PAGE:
4 APRIL 2011
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Travellers will be relieved to learn that airport charges by the owners of London’s Gatwick and Heathrow will remain at the same level until the end of March 2014 following a ruling by the Civil Aviation Authority (CAA). Any increase would have inevitably have been passed onto the airlines and hence passengers.
The regulator said that the move will provide an opportunity for the next price controls to be developed in line with the Government’s reforms for airport economic regulation.
The Government’s proposal include introducing a new licensing regime for airports with “significant market power,” in line with other economic regulators. This allows regulation to be tailored to meet the requirements of individual airports, rather than the current “one size fits all” approach being applied to the designated airports.
“This will enable the CAA to better target regulatory activity where and when it is needed to protect the interests of passengers,” the authority said.
The current 5-year regime of price controls was set to run until end-March 2013. www.caa.co.uk
Virgin Atlantic has finally put a twin-engined aircraft into service after a decade decrying them. What clearly persuaded Sir Richard Branson and his able Lieutenant Steve Ridgeway to take this step was a requirement for new aircraft, the safety service records of twins, and a 15% fuel saving over the carrier's A340s. The inaugural Airbus A330 flight was between Manchester and Orlando.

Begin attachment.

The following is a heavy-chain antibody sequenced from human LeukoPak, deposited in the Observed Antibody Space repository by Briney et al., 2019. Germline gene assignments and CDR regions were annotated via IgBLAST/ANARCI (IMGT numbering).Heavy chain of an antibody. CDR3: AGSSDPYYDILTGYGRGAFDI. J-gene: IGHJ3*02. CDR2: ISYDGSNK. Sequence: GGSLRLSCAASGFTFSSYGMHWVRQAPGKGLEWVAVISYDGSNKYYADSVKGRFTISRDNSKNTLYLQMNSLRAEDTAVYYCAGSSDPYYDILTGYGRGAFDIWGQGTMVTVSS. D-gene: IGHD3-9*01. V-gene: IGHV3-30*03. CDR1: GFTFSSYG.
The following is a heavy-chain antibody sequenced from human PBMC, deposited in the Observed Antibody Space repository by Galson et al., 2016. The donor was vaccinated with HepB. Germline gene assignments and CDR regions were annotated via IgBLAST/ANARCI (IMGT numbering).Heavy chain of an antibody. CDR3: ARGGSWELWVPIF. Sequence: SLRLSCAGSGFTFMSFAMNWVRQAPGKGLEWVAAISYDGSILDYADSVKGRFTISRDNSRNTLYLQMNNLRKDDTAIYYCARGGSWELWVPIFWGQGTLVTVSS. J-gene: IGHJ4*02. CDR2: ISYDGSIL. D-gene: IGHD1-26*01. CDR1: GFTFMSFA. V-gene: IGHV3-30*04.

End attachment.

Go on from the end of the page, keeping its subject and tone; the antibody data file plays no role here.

The 314 seater is the first of 10 A330s that Virgin will receive over the next two years. They will be deployed on routes from the UK to the US East Coast, East and West Africa, the Middle East and India. They are kitted out with 59 passengers in Premium Economy and 255 in Economy.
All will benefit from a revolutionary new ‘touch screen’ in-flight entertainments system by Panasonic. They can browse through menus just once and "bookmark" all the movies, TV shows, CDs and games they are interested in and put them in one place – the "Saved" area. And retrieve them in their own time.
Later this year Virgin Atlantic travellers flying on the A330 will be able to send and receive emails and texts on their Blackberries, handheld PDAs and other mobile devices. www.virgin-atlantic.com